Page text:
Entries tagged with “Gluten-free baking”.


The cookie jar has certainly been filled to the brim with buttery, sugary treats this month.

Slice and bake shortbread filled with fruit and nuts and flavoured with the scent of rosemary.  Quick and simple shortbread bars with a creamy custard flavour.  Gluten free inspired shortbread with some punchy zesty tang.  And lastly, a healthier shortbread option packed with oats and wholemeal flour.

These cookies have been shared with friends, family, and also enjoyed as a quick little treat.  And although technically the entire round up may not be classified as shortbread, as such, they could all certainly be labelled as delicious!

Are you planning on making shortbread this holiday season?  What is your flavour inspiration for your selection?

Next month, I will be tackling some new Christmas food traditions for the Mélanger family.  Stay tuned….

In the meantime, here is the round up of the month.  I hope you enjoyed it!

{ Rosemary, apricot and almond shortbread }  The sugar and fresh rosemary from the garden was processed to incorporate the flavour without the texture.  With the crunch from the almonds, as well as the additional sweetness from the apricots, this little rosemary flavoured cookie turned out to be delicious experiment.  { Read more here … }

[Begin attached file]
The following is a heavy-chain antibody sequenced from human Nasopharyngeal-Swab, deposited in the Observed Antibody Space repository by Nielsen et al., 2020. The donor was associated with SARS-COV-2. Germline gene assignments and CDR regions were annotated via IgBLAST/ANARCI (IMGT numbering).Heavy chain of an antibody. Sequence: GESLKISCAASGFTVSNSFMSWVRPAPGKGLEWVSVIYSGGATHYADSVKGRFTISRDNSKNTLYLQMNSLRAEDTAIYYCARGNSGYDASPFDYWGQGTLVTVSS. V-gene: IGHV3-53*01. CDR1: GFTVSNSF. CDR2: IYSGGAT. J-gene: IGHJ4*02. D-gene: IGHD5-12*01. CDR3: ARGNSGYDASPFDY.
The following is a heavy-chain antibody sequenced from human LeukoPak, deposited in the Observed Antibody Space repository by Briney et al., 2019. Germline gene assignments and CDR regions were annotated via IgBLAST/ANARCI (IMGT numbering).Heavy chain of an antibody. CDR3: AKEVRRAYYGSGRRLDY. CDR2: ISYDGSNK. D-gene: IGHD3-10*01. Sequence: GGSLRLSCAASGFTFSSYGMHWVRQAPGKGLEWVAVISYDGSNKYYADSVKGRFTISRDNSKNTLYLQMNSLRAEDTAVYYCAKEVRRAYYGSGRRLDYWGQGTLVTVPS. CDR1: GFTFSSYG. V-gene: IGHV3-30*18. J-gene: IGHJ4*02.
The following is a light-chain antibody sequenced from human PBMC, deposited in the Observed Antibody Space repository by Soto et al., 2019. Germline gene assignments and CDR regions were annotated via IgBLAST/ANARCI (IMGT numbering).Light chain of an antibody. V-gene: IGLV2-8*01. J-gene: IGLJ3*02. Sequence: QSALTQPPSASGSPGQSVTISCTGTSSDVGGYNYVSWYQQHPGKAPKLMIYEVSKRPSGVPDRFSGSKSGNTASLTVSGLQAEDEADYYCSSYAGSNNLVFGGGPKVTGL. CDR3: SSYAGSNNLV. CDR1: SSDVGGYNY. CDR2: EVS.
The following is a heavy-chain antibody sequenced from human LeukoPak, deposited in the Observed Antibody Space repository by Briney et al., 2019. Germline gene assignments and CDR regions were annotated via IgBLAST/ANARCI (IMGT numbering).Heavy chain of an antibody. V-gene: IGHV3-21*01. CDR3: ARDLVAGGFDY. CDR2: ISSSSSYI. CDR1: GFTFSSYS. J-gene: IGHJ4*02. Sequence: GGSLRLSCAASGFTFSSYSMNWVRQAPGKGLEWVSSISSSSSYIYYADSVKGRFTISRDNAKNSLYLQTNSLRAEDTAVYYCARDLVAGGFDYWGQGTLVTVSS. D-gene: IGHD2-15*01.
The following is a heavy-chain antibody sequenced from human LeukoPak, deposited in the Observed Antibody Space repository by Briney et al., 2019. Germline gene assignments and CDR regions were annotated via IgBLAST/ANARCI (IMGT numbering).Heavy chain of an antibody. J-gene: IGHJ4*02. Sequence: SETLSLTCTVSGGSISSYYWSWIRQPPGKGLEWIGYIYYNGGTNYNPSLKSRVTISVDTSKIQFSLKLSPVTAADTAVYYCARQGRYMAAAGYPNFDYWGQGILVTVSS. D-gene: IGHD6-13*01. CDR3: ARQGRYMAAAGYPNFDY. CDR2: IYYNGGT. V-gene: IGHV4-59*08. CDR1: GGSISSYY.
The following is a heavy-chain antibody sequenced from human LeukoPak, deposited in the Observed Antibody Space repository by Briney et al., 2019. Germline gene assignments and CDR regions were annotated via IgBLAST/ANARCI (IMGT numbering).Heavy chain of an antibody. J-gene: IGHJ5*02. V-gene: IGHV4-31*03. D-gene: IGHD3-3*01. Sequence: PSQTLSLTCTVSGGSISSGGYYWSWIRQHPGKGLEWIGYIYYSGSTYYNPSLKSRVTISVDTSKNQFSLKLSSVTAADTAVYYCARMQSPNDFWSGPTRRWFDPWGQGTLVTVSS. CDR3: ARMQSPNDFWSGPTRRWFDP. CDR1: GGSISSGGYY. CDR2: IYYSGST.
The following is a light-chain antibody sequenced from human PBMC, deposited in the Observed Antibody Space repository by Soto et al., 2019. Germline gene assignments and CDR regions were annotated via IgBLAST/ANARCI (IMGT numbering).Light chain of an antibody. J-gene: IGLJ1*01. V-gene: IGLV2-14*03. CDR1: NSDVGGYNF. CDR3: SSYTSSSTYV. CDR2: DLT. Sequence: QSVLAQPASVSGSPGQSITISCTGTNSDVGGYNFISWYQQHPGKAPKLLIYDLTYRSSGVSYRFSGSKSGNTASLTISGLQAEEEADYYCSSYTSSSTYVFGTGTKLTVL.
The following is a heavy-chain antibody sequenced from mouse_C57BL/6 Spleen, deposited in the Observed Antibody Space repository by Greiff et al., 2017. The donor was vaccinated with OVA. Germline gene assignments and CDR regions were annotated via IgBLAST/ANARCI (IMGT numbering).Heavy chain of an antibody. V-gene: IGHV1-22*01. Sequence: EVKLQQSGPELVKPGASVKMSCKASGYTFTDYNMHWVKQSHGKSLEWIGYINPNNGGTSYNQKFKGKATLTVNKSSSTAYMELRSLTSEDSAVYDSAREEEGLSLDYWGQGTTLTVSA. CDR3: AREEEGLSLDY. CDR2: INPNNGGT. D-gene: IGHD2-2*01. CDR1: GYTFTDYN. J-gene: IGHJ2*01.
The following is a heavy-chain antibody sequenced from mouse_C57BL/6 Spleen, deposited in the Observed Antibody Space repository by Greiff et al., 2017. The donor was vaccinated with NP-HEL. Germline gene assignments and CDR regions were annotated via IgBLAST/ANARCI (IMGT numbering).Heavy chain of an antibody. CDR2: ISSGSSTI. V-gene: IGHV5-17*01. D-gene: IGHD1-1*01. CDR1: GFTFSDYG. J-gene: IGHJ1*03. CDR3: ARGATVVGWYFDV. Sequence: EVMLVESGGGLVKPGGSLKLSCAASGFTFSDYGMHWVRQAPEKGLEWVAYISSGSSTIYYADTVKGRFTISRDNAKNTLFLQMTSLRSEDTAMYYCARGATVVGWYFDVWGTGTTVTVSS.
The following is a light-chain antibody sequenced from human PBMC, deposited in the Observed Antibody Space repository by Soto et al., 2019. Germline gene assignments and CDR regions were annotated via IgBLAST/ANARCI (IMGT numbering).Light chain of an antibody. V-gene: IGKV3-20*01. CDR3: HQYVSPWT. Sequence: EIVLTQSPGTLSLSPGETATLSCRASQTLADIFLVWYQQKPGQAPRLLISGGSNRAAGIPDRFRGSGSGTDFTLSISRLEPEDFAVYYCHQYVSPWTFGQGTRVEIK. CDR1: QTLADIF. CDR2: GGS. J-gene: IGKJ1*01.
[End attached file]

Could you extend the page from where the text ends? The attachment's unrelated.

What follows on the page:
{ Melt ‘n’ mix custard shortbread }  The original recipe for this quick and easy shortbread calls for cornflour where I have used custard powder.  I had the idea of using custard powder after making an apple pie recipe from Ben O’Donoghue (actually his Gran’s recipe) using custard powder in the pastry.  It produces such a delicious, creamy flavour.  { Read more here … }

 

 { Gluten-free citrus currant shortbread } Working with gluten free flour, I was a little nervous that the dough would be difficult, but on the contrary, it was a breeze to work with.  All in all, it came together very quickly.  Taste wise, these little shortbreads were deliciously buttery, soft and crumbly.  And of course, bursting with the tang of citrus and currants!  { Read more here … }

 

  { Oat & wholemeal shortbread bars }  In this little cookie that can be enjoyed with perhaps a little less guilt, plain, white flour has been replaced with a combination of wholemeal (whole wheat) flour and rolled oats.  The quantity of sugar has been squeezed down to an almost modest amount. And although the butter component is still relatively high (it is shortbread, after all!), an egg has been added to boost protein.  { Read more here … }

It is amazing what can catch your eye.  Innocently trawling the aisles of my local supermarket recently (carefully focused on my shopping list, of course!), the line “with the tang of citrus and currants” boldly printed on a packet of plain, sweet biscuits, jumped out at me.

I paused in my thoughts, reflecting that citrus and currants is such a winning combination of flavours, but sadly, not a combination I have used recently.  So as I turned my trolley into the next aisle, I decided to use the inspiration for the next shortbread in the line up this month. (Why not?)